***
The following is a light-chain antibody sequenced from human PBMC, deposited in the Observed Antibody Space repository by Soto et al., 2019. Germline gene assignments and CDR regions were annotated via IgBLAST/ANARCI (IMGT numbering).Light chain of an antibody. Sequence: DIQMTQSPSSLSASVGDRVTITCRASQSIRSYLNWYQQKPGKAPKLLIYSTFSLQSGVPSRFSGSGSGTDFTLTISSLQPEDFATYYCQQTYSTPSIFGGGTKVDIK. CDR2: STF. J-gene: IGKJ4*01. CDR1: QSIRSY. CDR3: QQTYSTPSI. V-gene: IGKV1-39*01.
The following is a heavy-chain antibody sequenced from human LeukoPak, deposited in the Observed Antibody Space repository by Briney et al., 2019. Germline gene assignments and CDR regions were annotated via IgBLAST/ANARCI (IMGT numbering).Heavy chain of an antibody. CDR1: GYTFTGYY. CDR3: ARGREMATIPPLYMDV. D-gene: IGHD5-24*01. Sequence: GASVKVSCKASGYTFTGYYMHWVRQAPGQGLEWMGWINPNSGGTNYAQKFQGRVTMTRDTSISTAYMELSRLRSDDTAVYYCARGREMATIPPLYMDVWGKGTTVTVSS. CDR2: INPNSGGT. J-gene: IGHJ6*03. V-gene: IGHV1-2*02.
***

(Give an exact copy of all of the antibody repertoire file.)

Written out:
The following is a light-chain antibody sequenced from human PBMC, deposited in the Observed Antibody Space repository by Soto et al., 2019. Germline gene assignments and CDR regions were annotated via IgBLAST/ANARCI (IMGT numbering).Light chain of an antibody. Sequence: DIQMTQSPSSLSASVGDRVTITCRASQSIRSYLNWYQQKPGKAPKLLIYSTFSLQSGVPSRFSGSGSGTDFTLTISSLQPEDFATYYCQQTYSTPSIFGGGTKVDIK. CDR2: STF. J-gene: IGKJ4*01. CDR1: QSIRSY. CDR3: QQTYSTPSI. V-gene: IGKV1-39*01.
The following is a heavy-chain antibody sequenced from human LeukoPak, deposited in the Observed Antibody Space repository by Briney et al., 2019. Germline gene assignments and CDR regions were annotated via IgBLAST/ANARCI (IMGT numbering).Heavy chain of an antibody. CDR1: GYTFTGYY. CDR3: ARGREMATIPPLYMDV. D-gene: IGHD5-24*01. Sequence: GASVKVSCKASGYTFTGYYMHWVRQAPGQGLEWMGWINPNSGGTNYAQKFQGRVTMTRDTSISTAYMELSRLRSDDTAVYYCARGREMATIPPLYMDVWGKGTTVTVSS. CDR2: INPNSGGT. J-gene: IGHJ6*03. V-gene: IGHV1-2*02.